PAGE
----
His photographs speak eloquently of the strange mental pathologies of the Liberal:

The Stanley “Tookie” Williams Vigil at San Quentin, Monday, December 12, 2005

Here are a few:

tookie-01.jpg
Before arriving at San Quentin, I had been under the naive impression that the crowd in front would be evenly split between anti-death penalty protesters and pro-death penalty protesters. I was sorely mistaken. I quickly learned that the crowd was 99% anti-death penalty. And a substantial proportion of them were avowed socialists, since several radical groups showed up en masse.
tookie-02.jpg
Jesse Jackson and Mike Farrell stood behind the podium waiting to speak, guarded by the “Fruit of Islam,” the Nation of Islam's paramilitarywing.

And finally this classic:

tookie-03.jpg
One of the standard activities of radicals at protests these days is to physically cover up the messages of people they don't agree with. At the vigil, the socialists did everything they could to cover up the Christians' signs. And, as you can see here, the media joined in: a sound technician from one of the leftist radio stations used his boom-mike to try to cover up the Christian protest sign. Using a microphone to stifle free speech — could you get more ironic?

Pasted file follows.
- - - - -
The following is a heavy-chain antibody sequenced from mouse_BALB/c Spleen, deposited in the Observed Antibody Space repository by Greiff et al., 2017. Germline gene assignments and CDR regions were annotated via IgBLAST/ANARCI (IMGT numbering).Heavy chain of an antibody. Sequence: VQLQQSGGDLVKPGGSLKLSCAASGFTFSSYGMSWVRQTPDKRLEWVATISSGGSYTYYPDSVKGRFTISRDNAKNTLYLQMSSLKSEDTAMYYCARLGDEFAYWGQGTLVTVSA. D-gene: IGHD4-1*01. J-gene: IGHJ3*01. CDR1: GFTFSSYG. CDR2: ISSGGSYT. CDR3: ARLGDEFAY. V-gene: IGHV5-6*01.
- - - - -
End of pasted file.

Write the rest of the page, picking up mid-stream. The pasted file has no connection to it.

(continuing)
Zombie is an excellent chronicler of the Left and he promises more photos soon. Check out his other work:

Main Page
Best Of (Hall of Shame)
And this classic: Anatomy of a Photograph

Posted by DaveH at 09:06 PM | Comments (0) | TrackBack

Big metal detector

I had heard about Steve Arnold and one of his meteorite finds before but this article at The Kansas City Star goes into some good detail on the process:

Finder of big meteorite says he’s only scratched the surface